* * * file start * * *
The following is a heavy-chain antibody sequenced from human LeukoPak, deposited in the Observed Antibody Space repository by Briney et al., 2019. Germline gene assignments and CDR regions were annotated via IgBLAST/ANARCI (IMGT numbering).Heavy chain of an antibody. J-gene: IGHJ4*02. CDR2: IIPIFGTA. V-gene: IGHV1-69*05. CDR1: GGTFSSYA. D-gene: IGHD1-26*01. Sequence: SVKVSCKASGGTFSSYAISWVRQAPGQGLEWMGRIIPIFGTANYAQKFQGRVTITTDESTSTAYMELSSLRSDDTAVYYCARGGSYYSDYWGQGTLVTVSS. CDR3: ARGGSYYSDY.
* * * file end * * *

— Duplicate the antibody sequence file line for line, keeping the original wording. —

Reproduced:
The following is a heavy-chain antibody sequenced from human LeukoPak, deposited in the Observed Antibody Space repository by Briney et al., 2019. Germline gene assignments and CDR regions were annotated via IgBLAST/ANARCI (IMGT numbering).Heavy chain of an antibody. J-gene: IGHJ4*02. CDR2: IIPIFGTA. V-gene: IGHV1-69*05. CDR1: GGTFSSYA. D-gene: IGHD1-26*01. Sequence: SVKVSCKASGGTFSSYAISWVRQAPGQGLEWMGRIIPIFGTANYAQKFQGRVTITTDESTSTAYMELSSLRSDDTAVYYCARGGSYYSDYWGQGTLVTVSS. CDR3: ARGGSYYSDY.